For Allergan Shareholders, Will it Be Dry Eyes or Tears of Joy?
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On June 24, the Food and Drug Administration issued “bioequivalence recommendations” for 15 active ingredients used in prescription medications. Bioequivalence is a pharmacology term used to compare the properties of two drugs with an identical active ingredient, most likely a brand-name drug and its generic equivalent.
One of the new guidelines issued on Monday is for cyclosporine, the active ingredient in blockbuster drug Restasis developed by Allergan Inc. (NYSE: AGN). Restasis is a prescription eye drop used for the treatment of dry eye disease, approved for sale in 2002 by the FDA. Sales of Restasis are expected to reach $850–$890 million for 2013, as much as 15% of Allergan’s total revenue.
Shares of Allergan sank nearly 15% to $81.28 on Monday, an 11-month low for a stock that saw a record high of $116.45 as recently as April. Investors have been aware the patent on Restasis will expire in May 2014, however the FDA’s new guidelines could make it possible for a generic competitor to introduce an equivalent drug by 2016.
The question for Allergan shareholders is as follows. Can the company stage a successful rebound in the absence of Restasis, or should investors sell before it’s too late? Let’s dive in and take a closer look.
Dry eyes or tears of joy?
Despite the market reaction, the guidelines issued by the FDA are a draft status and remain open for discussion. Allergan has a 60-day period for public comment and will provide a scientific argument why a generic equivalent should undergo clinical testing. In the event Allergan succeeds, the testing requirement could delay a competing drug by several years.
Readers shouldn’t assume that Allergan faces a road to irrelevance in the world of Big Pharma. The company has a number of valuable drugs that continue to deliver in a big way. Botox is currently approved in 85 countries for 25 different medical conditions, and Allergan continues to seek expanded usage for this drug with many therapeutic capabilities.
In January, the FDA approved Botox for the treatment of overactive bladder, a groundbreaking solution for a drug which is incorrectly associated with only cosmetic procedures. Allergan is pursuing new breakthroughs, including Botox for juvenile cerebral palsy (Phase III) and Botox for osteoarthritis pain (Phase II).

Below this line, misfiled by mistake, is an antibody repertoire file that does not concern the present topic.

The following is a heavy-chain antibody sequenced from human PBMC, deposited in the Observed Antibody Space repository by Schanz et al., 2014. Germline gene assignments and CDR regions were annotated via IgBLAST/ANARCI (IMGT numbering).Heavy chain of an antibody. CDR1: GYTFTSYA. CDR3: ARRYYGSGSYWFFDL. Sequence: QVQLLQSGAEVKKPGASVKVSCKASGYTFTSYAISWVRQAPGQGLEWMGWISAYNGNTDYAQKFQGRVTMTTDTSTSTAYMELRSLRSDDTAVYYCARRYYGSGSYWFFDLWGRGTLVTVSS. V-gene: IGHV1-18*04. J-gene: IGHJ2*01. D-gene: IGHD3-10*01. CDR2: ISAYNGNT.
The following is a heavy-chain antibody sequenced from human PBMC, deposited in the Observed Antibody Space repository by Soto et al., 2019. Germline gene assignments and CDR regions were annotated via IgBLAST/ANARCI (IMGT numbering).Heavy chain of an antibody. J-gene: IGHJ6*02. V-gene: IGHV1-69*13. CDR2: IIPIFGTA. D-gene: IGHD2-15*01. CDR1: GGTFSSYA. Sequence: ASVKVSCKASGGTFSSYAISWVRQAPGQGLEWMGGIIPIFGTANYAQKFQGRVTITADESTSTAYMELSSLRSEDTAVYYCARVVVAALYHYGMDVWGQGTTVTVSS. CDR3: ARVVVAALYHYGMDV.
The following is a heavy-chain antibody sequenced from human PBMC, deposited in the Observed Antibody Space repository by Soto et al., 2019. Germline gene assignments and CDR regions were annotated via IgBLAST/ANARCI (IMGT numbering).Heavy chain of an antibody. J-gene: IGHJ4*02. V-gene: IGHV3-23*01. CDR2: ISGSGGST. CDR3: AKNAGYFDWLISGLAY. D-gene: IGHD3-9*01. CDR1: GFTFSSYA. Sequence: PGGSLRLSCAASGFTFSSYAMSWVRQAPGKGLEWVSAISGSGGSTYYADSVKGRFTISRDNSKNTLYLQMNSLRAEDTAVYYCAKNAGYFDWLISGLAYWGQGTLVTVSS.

Allergan also owns the rights to Juvederm and Latisse, used by women for a variety of facial aesthetic procedures. Both products are under review with the FDA and European authorities for new indications.
In addition to the above, Allergan maintains a broad portfolio across eye care, neurosciences, medical dermatology, and even obesity intervention with Lap Band.
Recent falls off the patent cliff
In an effort to put Allergan’s base scenario in perspective, let’s consider some recent examples of competitors facing the patent cliff.
Pharmaceutical giant Pfizer (NYSE: PFE) lost the patent production for its lucrative drug Lipitor back in 2011. The cholesterol medication became the top-selling drug in history, with over $125 billion in sales over 14 years. Lipitor sales reached $8 billion in annual revenue in the U.S. and $11 billion worldwide before losing its protected status on November 30, 2011.
In a matter of weeks, generic competitors Ranbaxy Laboratories and Watson Pharmaceuticals captured a majority 64% of the market share, with Lipitor’s share falling from 100% to a minor 36% share.
Nonetheless, Pfizer shares have risen more than 50% between the date of Lipitor’s patent loss and present time, a period of less than two years. Investors have renewed confidence as Pfizer unlocked value by selling its infant nutrition business to Nestle for $11.9 billion and by spinning off animal health business Zoetis.
Pfizer is now faced with patent loss for the “little blue pill,” or Viagra, which reached $2.05 billion in sales for 2012, a 4% increase over the prior year. Fortunately for shareholders, the patent loss is only for European markets. The United States will not honor a generic equivalent until 2020.
A second instance of patent expiration can be demonstrated with Merck (NYSE: MRK), which lost protection for Singulair in mid-2012. Sales of the asthma medication reached $1.5 billion for Q4 2011, before plummeting 67% to $480 million during Q4 2012.
However, Merck is poised to rebound with new product launches. The company recently introduced Januvia for diabetes and Isentress for HIV; Januvia is expected to produce $750 million in sales annually through 2020, providing a replacement for Singular.
Merck also acquired Schering-Plough in 2009, the same year that Pfizer acquired Wyeth. Schering-Plough was best-known as the maker of allergy drug Claritin.
Merck’s earnings are expected to grow at a healthy 8% annually over the next decade, compared to Pfizer’s forecast of low-single digit earnings growth. Among the two, I prefer Merck for its higher growth rate, current products, and healthier pipeline.
Even if Allergan loses two-thirds of Restasis sales by 2016, the drug is not the be-all and end-all for a company with numerous growth drivers, including a pipeline within a product under Botox and late-stage drugs such as Darpin and a phase III treatment for nocturia. Juvederm and Latisse are also likely to receive an expanded label in the U.S. and E.U.
Now appears the right time to be a contrarian investor. The hand of cards dealt to Allergan shareholders isn’t as bad as the market believes, and I suggest that readers take advantage of the recent sell-off.
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